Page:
Marcel Schwantes: The Foundation for Effective Communication
Aug 11 2022
Marcel Schwantes: The Foundation for Effective Communication
Highlights:“When you focus on the needs of your employees, growing and empowering them, we can agree that this cannot be properly done without good listening skills.” [1:48] An often neglected, rarely mastered art form, Marcel explains that listening is the foundation of human communication. “Authentic listening is the ability to understand what's happening on the other side of the fence; to identify the will of a group and help to clarify that will if you’re a leader” [3:25] Marcel defines authentic listening as selfless, begging one overarching theme: how can I help the other person?  “If you place yourself in the position of listening to feedback for your own good, to further your development...I promise you things will change in a positive direction.” [5:40] Marcel relates to leaders in that it is hard to listen to feedback. But it is SO important for yourself and for your team.“Be open. Listen without interruption, objections, or defensiveness. Be responsive. Listen without turning the table. Ask questions for clarification. Be accountable. Seek to understand the effects and consequences of your behavior. Be self-aware. Be aware of your own emotional reactions, body language, and how you're coming across in the listening. Be quiet. Refrain from making or preparing to make a response, or trying to explain, defend, or fix. Just stay....quiet.” [6:05] If you're stuck feeling hesitant about feedback, Marcel provides 5 tips for setting yourself up to successfully receive feedback to your benefit.  Mentioned in this episode:Marcel Schwantes | Professional Profile | LinkedInMarcel SchwantesTalk, Inc.: How Trusted Leaders Use Conversation to Power their Organizations Hardcover – June 19, 2012 Leadership Is a Conversation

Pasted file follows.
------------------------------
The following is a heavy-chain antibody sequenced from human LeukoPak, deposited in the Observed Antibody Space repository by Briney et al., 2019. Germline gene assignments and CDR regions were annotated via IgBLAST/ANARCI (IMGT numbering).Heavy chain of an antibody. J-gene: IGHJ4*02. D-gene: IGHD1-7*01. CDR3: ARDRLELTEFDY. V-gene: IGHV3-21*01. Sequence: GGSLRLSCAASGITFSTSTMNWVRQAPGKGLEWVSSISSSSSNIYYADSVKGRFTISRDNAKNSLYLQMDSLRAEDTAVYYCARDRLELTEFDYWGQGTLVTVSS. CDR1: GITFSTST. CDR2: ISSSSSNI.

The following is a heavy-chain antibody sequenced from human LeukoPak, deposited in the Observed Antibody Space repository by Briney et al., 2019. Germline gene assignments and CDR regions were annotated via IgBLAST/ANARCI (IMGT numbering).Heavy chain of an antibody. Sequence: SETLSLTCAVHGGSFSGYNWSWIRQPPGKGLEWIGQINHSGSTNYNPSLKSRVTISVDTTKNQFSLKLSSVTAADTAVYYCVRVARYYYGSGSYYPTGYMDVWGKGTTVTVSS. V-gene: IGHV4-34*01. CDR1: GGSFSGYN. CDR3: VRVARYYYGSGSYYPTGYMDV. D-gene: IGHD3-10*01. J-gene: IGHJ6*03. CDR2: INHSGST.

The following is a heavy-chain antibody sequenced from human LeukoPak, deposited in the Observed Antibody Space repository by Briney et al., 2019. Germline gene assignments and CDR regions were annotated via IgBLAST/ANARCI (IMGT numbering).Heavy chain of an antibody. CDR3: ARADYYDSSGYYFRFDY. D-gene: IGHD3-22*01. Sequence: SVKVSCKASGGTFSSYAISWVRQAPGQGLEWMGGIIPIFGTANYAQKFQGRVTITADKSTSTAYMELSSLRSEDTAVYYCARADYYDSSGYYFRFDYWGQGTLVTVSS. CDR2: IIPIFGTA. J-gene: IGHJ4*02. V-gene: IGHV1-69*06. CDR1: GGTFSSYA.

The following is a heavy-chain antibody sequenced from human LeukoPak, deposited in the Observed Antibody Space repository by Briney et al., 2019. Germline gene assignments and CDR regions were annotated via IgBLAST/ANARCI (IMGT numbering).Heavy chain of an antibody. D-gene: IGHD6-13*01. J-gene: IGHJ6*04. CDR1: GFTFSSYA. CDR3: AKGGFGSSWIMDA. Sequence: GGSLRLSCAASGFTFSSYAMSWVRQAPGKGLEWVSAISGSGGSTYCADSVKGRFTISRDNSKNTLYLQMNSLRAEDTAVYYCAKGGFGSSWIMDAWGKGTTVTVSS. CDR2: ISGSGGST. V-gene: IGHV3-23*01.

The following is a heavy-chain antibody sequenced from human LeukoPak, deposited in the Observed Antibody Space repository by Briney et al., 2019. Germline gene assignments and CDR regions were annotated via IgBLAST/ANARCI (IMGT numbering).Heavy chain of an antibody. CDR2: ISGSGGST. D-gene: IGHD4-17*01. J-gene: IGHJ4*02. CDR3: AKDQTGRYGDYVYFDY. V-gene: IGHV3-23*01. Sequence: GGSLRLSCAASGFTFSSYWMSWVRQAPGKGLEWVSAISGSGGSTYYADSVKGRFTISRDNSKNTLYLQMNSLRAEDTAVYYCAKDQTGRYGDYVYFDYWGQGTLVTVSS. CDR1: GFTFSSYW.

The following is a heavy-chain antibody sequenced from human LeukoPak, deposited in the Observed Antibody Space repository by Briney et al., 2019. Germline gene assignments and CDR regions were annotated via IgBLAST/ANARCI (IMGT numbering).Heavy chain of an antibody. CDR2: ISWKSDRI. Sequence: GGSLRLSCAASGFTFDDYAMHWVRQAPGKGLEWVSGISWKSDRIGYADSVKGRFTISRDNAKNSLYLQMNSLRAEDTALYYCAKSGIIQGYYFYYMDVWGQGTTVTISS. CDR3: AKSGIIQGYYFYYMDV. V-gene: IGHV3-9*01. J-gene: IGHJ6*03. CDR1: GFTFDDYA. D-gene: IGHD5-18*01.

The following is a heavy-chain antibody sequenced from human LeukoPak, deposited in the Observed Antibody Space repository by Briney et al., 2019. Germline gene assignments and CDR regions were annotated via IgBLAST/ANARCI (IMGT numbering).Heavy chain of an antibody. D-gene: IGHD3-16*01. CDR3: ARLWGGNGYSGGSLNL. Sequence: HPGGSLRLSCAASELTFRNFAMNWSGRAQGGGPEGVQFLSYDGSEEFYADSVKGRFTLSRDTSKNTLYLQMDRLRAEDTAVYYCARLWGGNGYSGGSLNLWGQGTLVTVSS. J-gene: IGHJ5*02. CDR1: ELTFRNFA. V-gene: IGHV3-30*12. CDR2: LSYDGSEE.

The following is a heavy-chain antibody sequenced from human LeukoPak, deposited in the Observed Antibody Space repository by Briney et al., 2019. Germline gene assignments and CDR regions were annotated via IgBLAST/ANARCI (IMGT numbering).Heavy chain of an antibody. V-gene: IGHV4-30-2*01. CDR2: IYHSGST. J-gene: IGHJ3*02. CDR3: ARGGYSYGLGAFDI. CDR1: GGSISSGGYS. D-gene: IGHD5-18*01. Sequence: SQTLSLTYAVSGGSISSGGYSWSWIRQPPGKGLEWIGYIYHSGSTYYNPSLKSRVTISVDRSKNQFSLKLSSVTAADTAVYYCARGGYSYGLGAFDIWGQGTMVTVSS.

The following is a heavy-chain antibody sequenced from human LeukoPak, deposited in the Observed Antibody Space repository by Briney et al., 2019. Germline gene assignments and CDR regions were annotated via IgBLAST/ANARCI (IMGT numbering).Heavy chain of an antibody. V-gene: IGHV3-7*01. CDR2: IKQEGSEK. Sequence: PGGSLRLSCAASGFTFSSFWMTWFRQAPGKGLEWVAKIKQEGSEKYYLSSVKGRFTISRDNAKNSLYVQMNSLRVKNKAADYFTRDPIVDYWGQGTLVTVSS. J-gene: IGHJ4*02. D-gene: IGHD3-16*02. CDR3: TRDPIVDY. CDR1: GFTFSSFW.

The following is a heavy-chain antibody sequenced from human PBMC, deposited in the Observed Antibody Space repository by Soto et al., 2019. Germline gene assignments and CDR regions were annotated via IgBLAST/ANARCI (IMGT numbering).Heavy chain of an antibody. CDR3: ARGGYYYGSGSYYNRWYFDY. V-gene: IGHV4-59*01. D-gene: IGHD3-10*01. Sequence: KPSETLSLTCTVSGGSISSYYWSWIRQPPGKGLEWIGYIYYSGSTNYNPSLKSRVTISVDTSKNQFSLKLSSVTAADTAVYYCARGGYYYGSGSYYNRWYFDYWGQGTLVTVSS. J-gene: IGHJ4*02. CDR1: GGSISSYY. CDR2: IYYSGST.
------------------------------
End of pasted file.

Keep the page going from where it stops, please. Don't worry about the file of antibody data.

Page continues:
Jacqueline Carter: Compassionate Leadership
Aug 4 2022
Jacqueline Carter: Compassionate Leadership